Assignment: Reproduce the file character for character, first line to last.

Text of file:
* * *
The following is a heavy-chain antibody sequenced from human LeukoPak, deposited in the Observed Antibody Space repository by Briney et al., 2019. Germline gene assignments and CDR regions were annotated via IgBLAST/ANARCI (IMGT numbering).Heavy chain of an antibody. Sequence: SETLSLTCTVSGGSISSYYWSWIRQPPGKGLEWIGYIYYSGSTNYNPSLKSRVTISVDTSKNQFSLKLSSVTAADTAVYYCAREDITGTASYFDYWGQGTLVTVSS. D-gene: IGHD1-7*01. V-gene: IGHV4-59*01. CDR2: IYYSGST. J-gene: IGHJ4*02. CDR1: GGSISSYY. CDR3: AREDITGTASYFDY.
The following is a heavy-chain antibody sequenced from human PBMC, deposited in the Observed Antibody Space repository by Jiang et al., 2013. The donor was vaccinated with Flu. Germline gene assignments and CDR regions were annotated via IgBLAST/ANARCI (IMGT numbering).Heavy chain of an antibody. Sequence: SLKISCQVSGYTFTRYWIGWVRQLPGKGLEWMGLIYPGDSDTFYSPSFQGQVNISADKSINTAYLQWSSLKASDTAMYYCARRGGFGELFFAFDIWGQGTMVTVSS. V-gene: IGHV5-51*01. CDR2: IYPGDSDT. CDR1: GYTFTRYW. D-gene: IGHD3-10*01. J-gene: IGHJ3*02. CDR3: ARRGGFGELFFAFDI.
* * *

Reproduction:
The following is a heavy-chain antibody sequenced from human LeukoPak, deposited in the Observed Antibody Space repository by Briney et al., 2019. Germline gene assignments and CDR regions were annotated via IgBLAST/ANARCI (IMGT numbering).Heavy chain of an antibody. Sequence: SETLSLTCTVSGGSISSYYWSWIRQPPGKGLEWIGYIYYSGSTNYNPSLKSRVTISVDTSKNQFSLKLSSVTAADTAVYYCAREDITGTASYFDYWGQGTLVTVSS. D-gene: IGHD1-7*01. V-gene: IGHV4-59*01. CDR2: IYYSGST. J-gene: IGHJ4*02. CDR1: GGSISSYY. CDR3: AREDITGTASYFDY.
The following is a heavy-chain antibody sequenced from human PBMC, deposited in the Observed Antibody Space repository by Jiang et al., 2013. The donor was vaccinated with Flu. Germline gene assignments and CDR regions were annotated via IgBLAST/ANARCI (IMGT numbering).Heavy chain of an antibody. Sequence: SLKISCQVSGYTFTRYWIGWVRQLPGKGLEWMGLIYPGDSDTFYSPSFQGQVNISADKSINTAYLQWSSLKASDTAMYYCARRGGFGELFFAFDIWGQGTMVTVSS. V-gene: IGHV5-51*01. CDR2: IYPGDSDT. CDR1: GYTFTRYW. D-gene: IGHD3-10*01. J-gene: IGHJ3*02. CDR3: ARRGGFGELFFAFDI.